*** This review may contain spoilers ***
Third class on a train never felt so bad. No private rooms or showers,
and just one item on the menu. Don't even think about filing a
complaint with the conductor's black-clad goon squad; they don't take
kindly to dissent. But that's not the worst of it: you'll never get off
this train, since it comprises the only habitable environment left on
earth after global warming countermeasures triggered a new ice age.
While the setting of Bong Joon-ho's film incorporates a few original ideas, much will seem familiar to the post-apocalyptic film audience. Society is divided between the first class minority, with their fine tailors and cocktail parties, and the downtrodden masses, with little more than the rags on their backs they can call their own. Of course, revolution is in order, but the plan for regicide will require a trip down the length of the train, with a few bloody battles and the discovery of what life is really like "on the other side" filling in the remainder of the story.
Class struggle is naturally the topic of so many sci-fi films, from classics like "Fahrenheit 451" and "1984" to contemporary derivatives such as "District 9" and "Elysium." So taking up such a topic is a little like opening a hamburger joint -- you really have to do it well, and ideally provide your own twist, to have any hope of impressing your clients.
Unfortunately "Snowpiercer" follows the tried-and-true formulas a little too closely to inspire, and it's hard not to feel like we've been served a Big Mac of a film. There are caricatures, not characters: the hero who doubts himself, the naive sidekick who worships his idol, the wise octogenarian guiding the flock. There are even a couple of video-game references thrown in for the kids in the forms of a martial arts expert and the "boss" who comes back from the dead. We share in the characters' wonder about the extravagant lives of passengers in the front cars, but little else drives the plot. The script reads like something written by a non-native speaker, quite honestly, and, as with other films that aspire to the demands of an international box office, the writers settle for brevity, simplicity, and imitation where tactfulness and originality were called for.
I didn't see Chris Evans in "Captain America," but I imagine that your appraisal of his acting in that movie might go a long way in determining whether you like his role in this one. In my mind, Evans does little more in "Snowpiercer" than dutifully recite his lines and chop down some bad guys, but judging from box office returns these days, that's not necessarily a bad thing.
For those who want to step outside the boundaries of Hollywood, I heartily recommend you skip this film in favor of Bong's earlier Korean works, especially "Barking Dogs Never Bite," "Memories of Murder," and "Mother." Those films are wonderfully crafted windows onto Korean society that touch upon real divides between class and generation instead of the roughly hewn metaphors we endure in "Snowpiercer."
First I want to say that this is one of the best (and entertaining as
hell!) social commentary films I've seen since Terry Gilliam's Brazil
and Paul Verhoeven's Robocop.
Yes there are a lot of plot points that don't make much sense if looked at from the perspective of our "reality."
But this film does NOT aim to be "realistic." In fact, I'd say the goal of the director is to make it as "surrealistic" as possible.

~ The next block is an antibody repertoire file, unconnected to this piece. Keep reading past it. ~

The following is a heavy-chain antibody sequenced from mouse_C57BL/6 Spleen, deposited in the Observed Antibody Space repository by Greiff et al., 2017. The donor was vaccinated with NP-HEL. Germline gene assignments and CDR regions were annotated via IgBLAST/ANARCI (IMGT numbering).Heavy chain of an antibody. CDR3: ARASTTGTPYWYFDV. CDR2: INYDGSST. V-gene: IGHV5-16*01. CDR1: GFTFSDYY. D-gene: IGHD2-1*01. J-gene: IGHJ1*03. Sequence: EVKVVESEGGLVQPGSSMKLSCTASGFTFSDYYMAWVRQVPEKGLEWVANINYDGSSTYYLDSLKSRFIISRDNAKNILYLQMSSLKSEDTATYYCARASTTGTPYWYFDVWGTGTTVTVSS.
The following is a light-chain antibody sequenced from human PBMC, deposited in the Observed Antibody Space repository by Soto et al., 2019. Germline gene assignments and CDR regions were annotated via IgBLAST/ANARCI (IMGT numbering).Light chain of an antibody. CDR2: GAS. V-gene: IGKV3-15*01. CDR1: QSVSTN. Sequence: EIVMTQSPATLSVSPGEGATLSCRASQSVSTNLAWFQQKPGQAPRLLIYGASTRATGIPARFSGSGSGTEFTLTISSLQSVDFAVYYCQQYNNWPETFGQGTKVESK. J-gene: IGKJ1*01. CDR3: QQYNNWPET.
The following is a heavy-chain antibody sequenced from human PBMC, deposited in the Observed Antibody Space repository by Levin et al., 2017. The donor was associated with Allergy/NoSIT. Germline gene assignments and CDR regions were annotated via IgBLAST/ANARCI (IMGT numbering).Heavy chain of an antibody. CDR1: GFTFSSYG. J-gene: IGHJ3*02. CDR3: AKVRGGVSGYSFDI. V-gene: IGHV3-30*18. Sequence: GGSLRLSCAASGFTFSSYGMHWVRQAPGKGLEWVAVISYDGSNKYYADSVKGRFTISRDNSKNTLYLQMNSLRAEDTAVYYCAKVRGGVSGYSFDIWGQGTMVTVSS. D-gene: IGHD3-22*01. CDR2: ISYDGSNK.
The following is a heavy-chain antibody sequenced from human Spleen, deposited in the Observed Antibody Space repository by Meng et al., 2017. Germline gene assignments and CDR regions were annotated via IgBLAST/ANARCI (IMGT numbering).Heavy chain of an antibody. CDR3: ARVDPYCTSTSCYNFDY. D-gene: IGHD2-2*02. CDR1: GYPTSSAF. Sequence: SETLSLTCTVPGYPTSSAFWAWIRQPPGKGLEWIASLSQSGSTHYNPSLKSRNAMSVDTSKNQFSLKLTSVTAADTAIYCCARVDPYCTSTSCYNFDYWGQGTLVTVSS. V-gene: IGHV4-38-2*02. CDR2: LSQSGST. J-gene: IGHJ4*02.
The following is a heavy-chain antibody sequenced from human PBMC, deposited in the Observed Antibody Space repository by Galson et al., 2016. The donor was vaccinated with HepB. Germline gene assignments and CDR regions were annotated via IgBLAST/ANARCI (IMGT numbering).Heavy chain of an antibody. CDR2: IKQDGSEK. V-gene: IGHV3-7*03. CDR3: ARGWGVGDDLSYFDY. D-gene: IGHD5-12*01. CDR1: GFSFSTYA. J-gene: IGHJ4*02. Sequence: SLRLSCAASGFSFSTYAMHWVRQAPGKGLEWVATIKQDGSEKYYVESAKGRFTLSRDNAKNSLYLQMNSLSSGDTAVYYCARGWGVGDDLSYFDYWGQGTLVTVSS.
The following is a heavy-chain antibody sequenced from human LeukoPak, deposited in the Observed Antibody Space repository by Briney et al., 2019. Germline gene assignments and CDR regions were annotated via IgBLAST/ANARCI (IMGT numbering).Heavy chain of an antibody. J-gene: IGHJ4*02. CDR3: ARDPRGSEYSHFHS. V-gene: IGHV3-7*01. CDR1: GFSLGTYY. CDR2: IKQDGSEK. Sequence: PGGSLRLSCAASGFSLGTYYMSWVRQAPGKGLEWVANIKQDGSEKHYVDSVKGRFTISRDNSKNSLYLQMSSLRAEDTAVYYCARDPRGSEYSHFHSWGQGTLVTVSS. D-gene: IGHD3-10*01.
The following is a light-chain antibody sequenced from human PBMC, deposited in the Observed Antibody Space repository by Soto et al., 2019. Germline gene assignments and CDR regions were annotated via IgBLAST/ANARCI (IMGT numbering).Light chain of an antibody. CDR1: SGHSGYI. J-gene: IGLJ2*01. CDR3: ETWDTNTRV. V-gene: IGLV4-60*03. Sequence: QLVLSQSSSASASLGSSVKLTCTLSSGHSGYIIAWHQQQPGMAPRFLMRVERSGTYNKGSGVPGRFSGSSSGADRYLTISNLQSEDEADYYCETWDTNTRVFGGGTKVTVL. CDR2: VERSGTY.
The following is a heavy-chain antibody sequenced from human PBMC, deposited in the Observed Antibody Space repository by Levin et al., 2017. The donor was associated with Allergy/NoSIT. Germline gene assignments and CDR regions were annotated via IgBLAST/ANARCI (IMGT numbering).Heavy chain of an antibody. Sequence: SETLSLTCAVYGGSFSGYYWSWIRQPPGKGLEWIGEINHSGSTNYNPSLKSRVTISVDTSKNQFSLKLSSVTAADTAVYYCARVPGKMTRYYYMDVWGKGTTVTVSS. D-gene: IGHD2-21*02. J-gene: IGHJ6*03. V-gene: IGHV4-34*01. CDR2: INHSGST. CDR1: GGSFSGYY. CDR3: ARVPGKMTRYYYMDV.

And I applaud him to be so successful in that: in many moments during the film, I felt I was experiencing a fevered dream of a fried fish. -- That's how insane this film is.
It takes great genius to present something as insane as the plot of Snowpiercer.
This film will be remembered, analyzed and revered for a long, long time.
The icing on the cake is that the social commentary content is actually intriguing. The film is decent enough to leave enough ambiguity so that the audiences can make their own conclusions.
9 out of 10.
After graping the global movie universe's attention with "The host"
(2006), Korean director Bong Joon-ho serves up his first offer in the
English language with "Snowpiercer", a futuristic, sci-fi fable as well
as a hybrid of art house and mainstream thriller.
The micro depiction of the macro human race is through the titular vehicle (literally meant) a train that circles the post-apocalyptic world, a frozen hell resulted from the backfire of an over-executed maneuver in battling global warming. Secluded from the outer world, the survivors are stratified by social class, the highest at the front (a perpetual-motion engine) and the lowest at the back. The linear (in more ways than one) story is quite simple, the underprivileged bunch at the back fighting its way, car after car, all the way to the front to gain control of their own destiny. Through the allegory progression, the audience witnesses a rich pageantry of environments rough workplace, lush greenhouse, giant aquarium, plush lounge, and more.
The impressive cast is well assembled. Chris Evans sheds his "All American" heartthrob image to play this perhaps his first heavy-weight role as an earthy leader of the revolution. John Hurt is the semi-disabled wise old man, a rich reservoir of knowledge. Other key members of the group include Jamie Bell as the young follower, Octavia Spencer as a mother searching for a missing child "drafted" by the ruling class for some obscure purpose, and Song Kang-ho as a Korean security expert. The show-stealing personas, however, are on the opposite side. Most delicious is Tilda Swinton, barely recognizable with ingenious makeup (essentially of a dental nature) playing the spokesperson for the dictator. Allison Pill (so impressive as Zelda Fitzgerald in "Midnight in Paris") is another manifestation of eccentricity, a pregnant kindergarten teacher, all sweetness until she produces a gun and starts shooting. The dictator is competently played by Ed Harris.
The movie is quite long (a little over 2 hours) and does not hurry itself as most blockbuster thrillers would do. Instead, it takes its time with careful, well-crafted character development. But it does hold the audience's attention with excellent acting and artsy photography.